A collection of architectural drawings holds pride of place in our repository. It includes authentic plans drawn by Russian architects of the 18th century for the old Russian capital-those of the Neskuchnoye estate (it has not survived), vestries of the Kremlin cathedrals, the Armory chamber rebuilt to the design of Dmitry Ukhtomsky, a baroque** architect, the Grand Kremlin Palace (never put up to that design, though ground was broken for it in 1773); there are outlines made by Vassily Bazhenov, a genius of Russian classicism. Of particular interest is his panoramic drawing (as much as 3.5 meters, or about 10 feet long) of the Tsaritsino palatial and park estate (laid out in 1775 - 1785). We have quite a few drawings made by 19th-century architects who worked in the Empire style (emulating monumental archaic forms of Hellas, Rome of the Emperors, ancient Egypt), such as Afanasy Grigoriev (variants of the Moscow University building on Mokhovaya Street), and Andrei Voronikhin (interior decoration sketches). Jaccomo Guarenghi, the Italian-born classicist, has left us the drawings of the Arcades and Maltese Chapel in St. Petersburg.

A large part of our collections is related to the age of eclecticism (combining diverse elements of style) and modernism (involving new constructivist elements and flexible, curvilinear touches) proper to the turn of the 20th century. Now the eclectic style was characteristic of Konstantin Ton, the creator of the Russo-Byzantine style materialized in Christ the Savior Cathedral (erect-


See: Ye. Sysoyeva, "The Torch of Learning", Science in Russia, No. 3, 2007. - Ed.

** Baroque - characteristic of or resembling a very ornate style of art and architecture that is marked by the use of curved rather than straight lines, and high dimensionality. - Ed.

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ed in Moscow between 1837 and 1883) pulled down in the early 1930s and built anew to materials in our museum's custody. No less interesting is a large collection of drawings and sketches made by Feodor Schechtel who left a significant trace in Moscow of the early 20th century (mansions of merchants Z. Morozova, S. Ryabushinsky, among others).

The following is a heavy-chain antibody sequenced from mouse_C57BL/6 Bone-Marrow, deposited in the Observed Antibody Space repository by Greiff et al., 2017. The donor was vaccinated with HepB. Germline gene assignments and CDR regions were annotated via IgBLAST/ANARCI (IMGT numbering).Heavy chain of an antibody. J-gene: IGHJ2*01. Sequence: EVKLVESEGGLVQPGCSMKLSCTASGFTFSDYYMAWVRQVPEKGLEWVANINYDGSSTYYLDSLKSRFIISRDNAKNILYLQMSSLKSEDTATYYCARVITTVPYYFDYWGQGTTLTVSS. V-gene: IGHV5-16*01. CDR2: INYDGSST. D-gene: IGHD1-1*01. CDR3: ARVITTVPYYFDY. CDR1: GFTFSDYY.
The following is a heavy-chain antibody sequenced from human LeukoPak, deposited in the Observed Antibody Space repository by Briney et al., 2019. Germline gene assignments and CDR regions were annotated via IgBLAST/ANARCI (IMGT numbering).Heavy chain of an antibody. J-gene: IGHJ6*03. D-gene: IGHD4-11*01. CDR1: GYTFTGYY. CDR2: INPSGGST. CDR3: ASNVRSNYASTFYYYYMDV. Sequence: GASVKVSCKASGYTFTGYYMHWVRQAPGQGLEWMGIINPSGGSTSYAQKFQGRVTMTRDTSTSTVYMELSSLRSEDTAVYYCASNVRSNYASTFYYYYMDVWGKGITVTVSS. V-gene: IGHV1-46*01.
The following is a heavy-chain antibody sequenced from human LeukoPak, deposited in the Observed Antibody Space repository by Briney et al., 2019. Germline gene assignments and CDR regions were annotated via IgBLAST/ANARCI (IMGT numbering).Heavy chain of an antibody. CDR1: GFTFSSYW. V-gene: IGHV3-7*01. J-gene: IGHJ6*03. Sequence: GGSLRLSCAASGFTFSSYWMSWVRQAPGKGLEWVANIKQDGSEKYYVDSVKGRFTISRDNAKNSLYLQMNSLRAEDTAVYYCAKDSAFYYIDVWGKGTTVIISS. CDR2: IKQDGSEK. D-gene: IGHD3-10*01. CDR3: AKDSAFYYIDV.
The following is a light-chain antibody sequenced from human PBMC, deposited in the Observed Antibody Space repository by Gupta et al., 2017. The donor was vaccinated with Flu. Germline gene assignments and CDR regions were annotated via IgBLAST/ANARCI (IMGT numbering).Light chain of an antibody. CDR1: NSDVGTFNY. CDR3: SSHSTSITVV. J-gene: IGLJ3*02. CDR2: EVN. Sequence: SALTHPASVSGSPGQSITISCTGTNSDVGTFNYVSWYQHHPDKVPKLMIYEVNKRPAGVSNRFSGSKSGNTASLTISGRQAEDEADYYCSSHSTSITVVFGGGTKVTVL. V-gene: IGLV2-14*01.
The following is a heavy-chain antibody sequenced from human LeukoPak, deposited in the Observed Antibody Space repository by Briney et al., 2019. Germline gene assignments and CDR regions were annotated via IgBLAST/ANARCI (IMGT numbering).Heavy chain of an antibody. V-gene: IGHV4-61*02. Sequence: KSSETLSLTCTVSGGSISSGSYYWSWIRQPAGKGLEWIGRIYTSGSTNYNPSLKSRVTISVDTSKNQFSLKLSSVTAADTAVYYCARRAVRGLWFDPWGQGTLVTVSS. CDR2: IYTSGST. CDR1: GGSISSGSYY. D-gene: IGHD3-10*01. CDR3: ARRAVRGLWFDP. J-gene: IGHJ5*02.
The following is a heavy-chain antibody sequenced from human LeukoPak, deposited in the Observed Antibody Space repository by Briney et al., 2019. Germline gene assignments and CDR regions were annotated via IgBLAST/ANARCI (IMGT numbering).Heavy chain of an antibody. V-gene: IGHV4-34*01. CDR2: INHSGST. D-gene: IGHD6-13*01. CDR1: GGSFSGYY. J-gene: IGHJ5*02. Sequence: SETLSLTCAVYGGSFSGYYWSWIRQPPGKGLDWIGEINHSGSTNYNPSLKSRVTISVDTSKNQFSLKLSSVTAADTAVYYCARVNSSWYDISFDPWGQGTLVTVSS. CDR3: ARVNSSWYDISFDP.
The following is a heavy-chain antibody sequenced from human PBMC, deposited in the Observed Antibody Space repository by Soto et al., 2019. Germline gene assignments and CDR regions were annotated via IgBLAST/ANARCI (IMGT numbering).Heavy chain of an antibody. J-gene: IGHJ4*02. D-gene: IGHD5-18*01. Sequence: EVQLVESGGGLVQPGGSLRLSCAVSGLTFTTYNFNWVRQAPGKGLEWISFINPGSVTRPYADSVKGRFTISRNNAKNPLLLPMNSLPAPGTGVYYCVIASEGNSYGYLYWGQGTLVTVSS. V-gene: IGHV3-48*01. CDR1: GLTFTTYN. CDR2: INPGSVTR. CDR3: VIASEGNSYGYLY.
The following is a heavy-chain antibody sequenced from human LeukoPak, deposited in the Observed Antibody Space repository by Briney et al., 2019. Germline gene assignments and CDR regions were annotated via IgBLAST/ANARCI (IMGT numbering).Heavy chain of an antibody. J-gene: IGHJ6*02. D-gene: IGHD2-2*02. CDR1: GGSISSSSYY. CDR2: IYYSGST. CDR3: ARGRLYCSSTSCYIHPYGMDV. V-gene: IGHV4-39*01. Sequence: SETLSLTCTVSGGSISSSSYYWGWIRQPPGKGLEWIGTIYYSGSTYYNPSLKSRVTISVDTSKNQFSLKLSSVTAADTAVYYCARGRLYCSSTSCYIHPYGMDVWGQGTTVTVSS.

We are very proud of 16 albums left by Matvei Kazakov, our premier classicist architect, containing pictures of different buildings and their elements. Many edifices and mansions were erected to his designs in and around Moscow in the latter half of the 18th century. Another master classicist, Nikolai Lvov (also a poet and artist), likewise made an important contribution (Voronovo estate near Moscow, and Znamenskoye-Rayek at Tver). Stanislaw Noakowski, a Polish artist, made masterly sketches of different architectural monuments in the late 19th and early 20th centuries. These sketches are our pride indeed. And so are the sights of old Moscow pictured by the painted Feodor Alexeyev and his pupils, the panoramic views created by Pietro Gonzago, an Italian who worked in Russia at the end of the 19th and in the beginning of the 19th cent., those of Alexander Vesnin (1883 - 1959); add to this over 600 sketches of theater costumes fashioned by the artist Yevgeni Lancere early in the 20th century.

The initial period of Soviet-age architecture, in the 1920s and 1930s, was a time of great experiment. Most of those bold imaginative projects were never realized. Yet they were eloquent in many ways. Brimming with enthusiasm, architects and engineers visualized a new urban environment with fantastic community centers, house

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communes, new socialist-type townships and that sort of thing. Their flights of imagination certainly knew no bounds.

And yet... Some of their ideas still hold. The visionaries thought ahead of their day. One of them, Ivan Leonidov, outlined a cluster of several skyscrapers (1934) to be erected next to the Kremlin on the site of the shopping malls put up in 1889 - 1893 to Alexander Pomerantsev's plan. Leonidov made a wide use of curvilinear (hyperbolic, parabolic) elements to make the high-rises wind-resistant and to save on building costs by cutting the buildings' surface area. Such ideas gained recognition in world practice only as late as the 1990s and 2000s.

Soviet architects pioneered in such styles as rationalism (unity of form, construction and functional space) and utilitarian constructivism; we see all that in the blueprints of the 1922 - 1924 competitions for a Labor Palace, a House of Anglo-Soviet Trade Society, an edifice for the newspaper Leningradskaya Pravda...

Some of those plans were realized, like the handicrafts exhibition compound in Neskuchny Gardens (1923), the National Agricultural Exhibition at Ostankino (1939 - 1954), the Moskva-Volga Canal (1937), the Volga-Don Canal (1952), urban reconstruction projects in Moscow in the 1930s, the Moscow subway (or the metro, its first line was put into service in 1935).* The monuments of the 1940s and 1950s include memorial complexes to heroes of the Great Patriotic War of 1941 - 1945, seven high-rises in Moscow (with eight in the blueprints), which changed the city's skyline. Blocks of houses were built in Novorossiysk, Voronezh, Novgorod, Smolensk, Kiev, Minsk, Kalinin (Tver) and other cities destroyed by the Nazis.

The architecture of the closing decades of the 20th century is featured by competition variants of the grandiose memorial complex at Poklonnaya Gora in Moscow**, designs of the edifice of the RF Council of Ministers (1965 - 1979) overlooking the river Moskva, the other house of the Moscow Art Theater in Tverskoi Boulevard (built in 1972, opened in 1973)....

Our photograph library, one of this country's largest, numbers over 400 thousand items, including the rare glass negatives of the latter half of the 19th and early 20th century, some of them belonging to the Moscow Archeological Society. We keep quality negatives made